for Gilbert & Sullivan Set Me Free by Kathleen Karr
Libby was arrested for shoplifting. Ma McCreary is guilty of murdering her abusive husband. Gladys neglected the infants in her home for children of unwed mothers, until the babies’ starved bodies were found buried in her backyard. Flo was a “chastity offender,” and Molly Matches worked as an arsonist for hire. These women and others are inmates at the Sherborn Women’s Prison in the early 1900s. In addition to their incarcerated status, many share a gift for music, as the new chaplain discovers when she casts them in an ambitious performance of Gilbert and Sullivan’s comic opera The Pirates of Penzance. Based on actual events at Massachusetts’ Sherborn Prison for Women in 1914, the book deftly incorporates issues of prison reform and women’s rights into a snapshot of the time. Although Libby’s dramatic story ends on an optimistic high note, the lives of the other inmates are realistic and unsentimental. The concluding author’s note, detailing the history on which the novel was built, is especially compelling and clearly separates the facts from fiction. (Ages 12–15)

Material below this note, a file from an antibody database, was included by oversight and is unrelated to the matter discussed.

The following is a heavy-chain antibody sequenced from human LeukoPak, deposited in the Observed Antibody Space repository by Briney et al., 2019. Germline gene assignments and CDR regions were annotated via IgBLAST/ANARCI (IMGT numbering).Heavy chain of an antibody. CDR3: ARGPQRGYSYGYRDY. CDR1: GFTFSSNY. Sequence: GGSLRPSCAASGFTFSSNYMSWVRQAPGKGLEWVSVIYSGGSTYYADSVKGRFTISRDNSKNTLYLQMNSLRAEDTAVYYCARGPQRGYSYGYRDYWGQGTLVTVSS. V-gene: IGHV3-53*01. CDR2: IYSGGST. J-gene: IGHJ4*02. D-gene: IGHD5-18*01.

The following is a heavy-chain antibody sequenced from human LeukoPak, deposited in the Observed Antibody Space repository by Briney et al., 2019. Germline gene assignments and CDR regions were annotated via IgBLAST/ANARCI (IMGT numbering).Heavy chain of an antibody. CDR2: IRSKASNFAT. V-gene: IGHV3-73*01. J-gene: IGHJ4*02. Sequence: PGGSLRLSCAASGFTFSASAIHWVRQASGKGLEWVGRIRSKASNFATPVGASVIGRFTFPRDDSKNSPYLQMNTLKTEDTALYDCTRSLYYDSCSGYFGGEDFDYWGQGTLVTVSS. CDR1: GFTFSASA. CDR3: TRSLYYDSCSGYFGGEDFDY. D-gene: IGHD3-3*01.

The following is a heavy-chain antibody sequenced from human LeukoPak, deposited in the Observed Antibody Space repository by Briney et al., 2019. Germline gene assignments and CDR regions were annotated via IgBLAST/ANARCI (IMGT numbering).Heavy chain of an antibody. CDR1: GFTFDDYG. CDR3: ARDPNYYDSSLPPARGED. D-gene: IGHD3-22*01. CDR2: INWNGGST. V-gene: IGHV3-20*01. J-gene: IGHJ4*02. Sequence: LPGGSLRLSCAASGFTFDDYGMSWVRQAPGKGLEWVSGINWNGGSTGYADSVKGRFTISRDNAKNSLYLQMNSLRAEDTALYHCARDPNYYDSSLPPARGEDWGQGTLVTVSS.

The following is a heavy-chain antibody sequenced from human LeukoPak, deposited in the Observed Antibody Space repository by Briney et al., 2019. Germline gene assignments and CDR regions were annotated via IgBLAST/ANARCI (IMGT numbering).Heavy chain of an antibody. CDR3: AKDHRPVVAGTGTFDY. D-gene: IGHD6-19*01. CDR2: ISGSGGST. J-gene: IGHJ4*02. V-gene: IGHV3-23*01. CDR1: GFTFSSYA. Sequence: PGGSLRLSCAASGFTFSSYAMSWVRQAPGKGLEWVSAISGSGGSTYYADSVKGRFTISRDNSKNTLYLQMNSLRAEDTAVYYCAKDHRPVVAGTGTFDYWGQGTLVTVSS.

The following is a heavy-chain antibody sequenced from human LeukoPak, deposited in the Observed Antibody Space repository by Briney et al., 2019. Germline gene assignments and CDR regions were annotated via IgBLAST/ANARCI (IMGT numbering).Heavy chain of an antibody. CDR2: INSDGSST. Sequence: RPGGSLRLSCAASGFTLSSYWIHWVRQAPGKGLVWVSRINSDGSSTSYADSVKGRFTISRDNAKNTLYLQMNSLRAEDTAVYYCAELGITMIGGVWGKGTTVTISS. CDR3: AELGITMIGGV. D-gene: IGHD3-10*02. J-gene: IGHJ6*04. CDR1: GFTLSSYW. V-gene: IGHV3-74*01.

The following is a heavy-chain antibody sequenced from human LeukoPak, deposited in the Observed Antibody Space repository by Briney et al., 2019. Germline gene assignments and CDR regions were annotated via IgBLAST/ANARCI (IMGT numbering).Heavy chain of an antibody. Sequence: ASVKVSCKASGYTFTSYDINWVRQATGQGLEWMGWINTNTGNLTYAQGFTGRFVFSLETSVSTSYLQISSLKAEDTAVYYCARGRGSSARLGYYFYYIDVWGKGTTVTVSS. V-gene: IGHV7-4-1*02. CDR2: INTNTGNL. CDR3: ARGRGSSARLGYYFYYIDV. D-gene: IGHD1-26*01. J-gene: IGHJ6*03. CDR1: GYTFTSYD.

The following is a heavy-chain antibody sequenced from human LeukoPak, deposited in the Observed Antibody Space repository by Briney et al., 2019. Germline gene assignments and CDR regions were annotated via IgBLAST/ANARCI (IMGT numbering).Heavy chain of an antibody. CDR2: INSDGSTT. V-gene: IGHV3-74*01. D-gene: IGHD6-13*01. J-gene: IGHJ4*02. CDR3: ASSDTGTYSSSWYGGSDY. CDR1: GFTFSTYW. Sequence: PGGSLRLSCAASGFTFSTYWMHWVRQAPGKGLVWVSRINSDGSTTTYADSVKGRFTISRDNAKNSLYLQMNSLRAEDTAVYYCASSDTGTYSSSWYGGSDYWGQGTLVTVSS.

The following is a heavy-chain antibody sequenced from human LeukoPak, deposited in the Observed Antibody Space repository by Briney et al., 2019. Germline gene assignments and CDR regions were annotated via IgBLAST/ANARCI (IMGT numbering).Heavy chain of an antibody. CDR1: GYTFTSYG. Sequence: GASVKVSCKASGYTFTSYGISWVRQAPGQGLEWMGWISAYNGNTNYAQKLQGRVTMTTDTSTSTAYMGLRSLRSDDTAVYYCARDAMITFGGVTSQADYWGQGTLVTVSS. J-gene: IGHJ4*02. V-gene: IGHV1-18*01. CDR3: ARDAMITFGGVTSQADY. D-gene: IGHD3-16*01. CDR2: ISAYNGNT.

CCBC Choices 2004 . © Cooperative Children's Book Center, Univ. of Wisconsin - Madison, 2004. Used with permission.
Although conditions in Sherborn Women's Prison are miserable, the inmates' spirits soar when the new chaplain decides to stage a musical: Gilbert and Sullivan's The Pirates of Penzance. The show transforms the women, and no one is changed more than sixteen-year-old Libby Dodge, who discovers she's a natural performer. But Libby is still bound by her prison sentence and shadowed by her murky past. Gilbert and Sullivan may make prison life more bearable, but can musical theater set her free?
Publisher description retrieved from Google Books.